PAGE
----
9 Things That Make Leica Rangefinders Different from Other Digital Cameras
If someone would ask me what digital camera brand is the most different from all the others, I would definitely answer Leica. A couple of weeks ago I bought my first Leica rangefinder, after using virtually every other camera brand on the market.
1. No DOF preview in viewfinder
Since the viewfinder is a simple piece of glass pointing in the same direction as your lens, it does not exactly see what the lens sees. A side effect of this is that if you are using a fast lens — an f/1.4 lens, for example — the shallow depth of field will not be apparent in the viewfinder, only in the photo once you have taken it. This feels very weird in the beginning, but I got used to it pretty quickly.
2. Viewfinder framelines
Another effect of the viewfinder being decoupled from the lens you are using is that the image in the viewfinder is always the same focal length – around 24mm. To make your composition, you have to look at the frame lines inside the viewfinder, which will adjust automatically according to your focal length. A long lens will have a smaller frame line box in the viewfinder.
It is a bit strange to be able to see outside the frame, as you never get to do this in a DSLR or in other mirrorless cameras. But it can be very useful in sports or street photography, as you can easier get an overview and anticipate when a person will walk into the frame.
3. Rangefinder focusing
The focusing mechanism on Leica rangefinders is different from other digital cameras. A separate small rectangular window on the camera takes in light from a different angle than the viewfinder. This small rectangle is overlaid in the center of your viewfinder, and you will have to turn the focusing ring on the lens until the image in the small rectangle lines up perfectly with the rest of the viewfinder – then you know you have perfect focus on whatever is in the center of your frame.
To see this in action, and understand it better, watch the video above. It is actually a very quick and precise method to focus a manual lens — I like it!
4. Minimal menu
Minimalism and simplicity permeate the Leica experience. The menu in Leica rangefinders is very minimalistic. On my M8 it is only one page of options, as opposed to tens of pages put in a hierarchy, as in most other modern cameras.
5. Outstanding camera body design
I own digital cameras of all other brands, but I have to say that my Leica M8 is the most solidly built camera body I have ever held in my hands. It is probably because it is made all out of metal. Furthermore, everything is very tightly fitted and solid, as is the feeling in all the buttons. Every detail breathes quality and craftmanship. The camera body is pretty heavy for its size, but yet it doesn’t feel heavy in my hands. I think this is probably a lot of what you pay for in a Leica – great old school craftsmanship.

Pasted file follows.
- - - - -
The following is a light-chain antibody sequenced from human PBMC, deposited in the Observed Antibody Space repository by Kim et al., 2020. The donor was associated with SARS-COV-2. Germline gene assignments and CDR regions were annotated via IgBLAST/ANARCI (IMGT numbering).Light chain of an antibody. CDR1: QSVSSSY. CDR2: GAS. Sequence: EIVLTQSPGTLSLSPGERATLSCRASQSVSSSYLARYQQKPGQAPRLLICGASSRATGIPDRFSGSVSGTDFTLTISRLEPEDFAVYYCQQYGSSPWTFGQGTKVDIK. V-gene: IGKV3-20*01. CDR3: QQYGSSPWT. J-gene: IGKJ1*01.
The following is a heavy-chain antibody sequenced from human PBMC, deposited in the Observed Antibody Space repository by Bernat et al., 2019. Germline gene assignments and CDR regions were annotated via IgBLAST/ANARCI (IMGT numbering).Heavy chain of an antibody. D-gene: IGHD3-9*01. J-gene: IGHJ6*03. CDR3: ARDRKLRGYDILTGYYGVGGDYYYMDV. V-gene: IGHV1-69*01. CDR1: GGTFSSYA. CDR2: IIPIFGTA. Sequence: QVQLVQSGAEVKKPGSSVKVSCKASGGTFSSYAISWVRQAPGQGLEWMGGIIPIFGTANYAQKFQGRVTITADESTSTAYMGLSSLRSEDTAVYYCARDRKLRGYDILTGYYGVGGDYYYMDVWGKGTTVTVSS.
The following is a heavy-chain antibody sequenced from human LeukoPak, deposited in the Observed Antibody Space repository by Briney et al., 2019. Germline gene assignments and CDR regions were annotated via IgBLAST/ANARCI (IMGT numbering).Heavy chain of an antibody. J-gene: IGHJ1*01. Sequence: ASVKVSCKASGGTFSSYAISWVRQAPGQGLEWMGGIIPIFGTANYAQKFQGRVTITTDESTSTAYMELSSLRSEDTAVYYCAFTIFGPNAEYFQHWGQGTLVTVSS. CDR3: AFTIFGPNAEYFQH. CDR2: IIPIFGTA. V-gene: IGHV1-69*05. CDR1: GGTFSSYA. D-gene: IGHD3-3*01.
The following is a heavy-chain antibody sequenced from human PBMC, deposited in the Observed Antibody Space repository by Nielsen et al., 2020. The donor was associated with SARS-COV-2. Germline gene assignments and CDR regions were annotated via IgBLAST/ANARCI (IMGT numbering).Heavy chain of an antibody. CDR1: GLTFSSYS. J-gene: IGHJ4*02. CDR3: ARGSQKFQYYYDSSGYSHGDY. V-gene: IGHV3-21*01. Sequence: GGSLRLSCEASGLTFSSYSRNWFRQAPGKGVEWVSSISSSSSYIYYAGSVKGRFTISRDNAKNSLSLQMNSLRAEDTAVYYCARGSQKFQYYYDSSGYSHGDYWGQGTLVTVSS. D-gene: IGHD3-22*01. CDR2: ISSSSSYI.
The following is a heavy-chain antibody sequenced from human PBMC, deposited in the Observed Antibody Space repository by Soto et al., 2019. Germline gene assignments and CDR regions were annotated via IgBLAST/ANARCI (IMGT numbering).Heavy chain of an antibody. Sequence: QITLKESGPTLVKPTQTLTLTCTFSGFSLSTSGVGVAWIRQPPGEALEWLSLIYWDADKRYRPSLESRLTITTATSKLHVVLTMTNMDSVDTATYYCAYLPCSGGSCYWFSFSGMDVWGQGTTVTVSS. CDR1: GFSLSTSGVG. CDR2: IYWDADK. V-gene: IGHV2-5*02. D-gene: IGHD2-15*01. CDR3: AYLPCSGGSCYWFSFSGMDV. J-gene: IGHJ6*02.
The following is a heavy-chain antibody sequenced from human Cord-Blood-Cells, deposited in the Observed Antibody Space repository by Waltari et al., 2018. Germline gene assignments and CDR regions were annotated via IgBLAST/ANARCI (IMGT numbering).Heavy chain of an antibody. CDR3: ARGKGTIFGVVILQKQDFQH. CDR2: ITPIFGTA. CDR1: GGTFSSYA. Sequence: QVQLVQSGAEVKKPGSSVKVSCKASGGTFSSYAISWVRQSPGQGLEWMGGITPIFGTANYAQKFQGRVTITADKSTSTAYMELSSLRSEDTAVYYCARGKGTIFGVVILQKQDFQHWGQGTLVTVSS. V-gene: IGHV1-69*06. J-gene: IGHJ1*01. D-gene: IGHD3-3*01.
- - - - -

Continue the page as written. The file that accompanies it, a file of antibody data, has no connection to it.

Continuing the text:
6. Analog feel
The Leica rangefinder feels very old school and low-tech. No autofocus. No electronic viewfinder. No indicators in the viewfinder except shutter speed and an arrow to indicate if you are over- or underexposed. The screen is not even on by default unless you want it to.
The Leica feels like using an old film camera, but you get a digital file instead of a film negative. Your job as a photographer is to just adjust framing, ISO, shutter speed, aperture, and focus — if the photo doesn’t come out good it is your own fault, not the camera. If you like the idea of this feeling, Leica might be something for you.
7. No video
The Leica M8, M9, and M10 do not have any video features at all. However, the rangefinders in the M240-series have a video feature.
8. Expensive as hell
A new Leica M10 will cost you around $7,500, which is pretty hefty. Even an old M8, which is their oldest digital model from 2006, will set you back around $1,200 in used condition. These prices are hefty, to say the least, and then I haven’t even mentioned the price of Leica brand lenses. There are however good cheap lens alternatives for the Leica M-mount, such as the offerings from Voigtländer.
9. Tiny lenses
Leica rangefinder lenses are very tiny and lightweight. For example, my Voigtländer 35mm f/1.7 lens is less than half the size of a corresponding lens for other full-frame cameras.
These were the 9 biggest differences I have noticed a couple of weeks after buying my first Leica. It is a very special experience compared to all the other cameras I own from Sony, Panasonic, Olympus, Canon, Ricoh, and Nikon.
I would summarize it as a more pleasant zen-like shooting experience, but not as powerful and versatile tool as many other (much cheaper) digital cameras.
About the author: Micael Widell is a photography enthusiast based in Stockholm, Sweden. The opinions expressed in this article are solely those of the author. Widell loves photography, and runs a YouTube channel with tutorials, lens reviews and photography inspiration. You can also find him on his website, Instagram, and Twitter.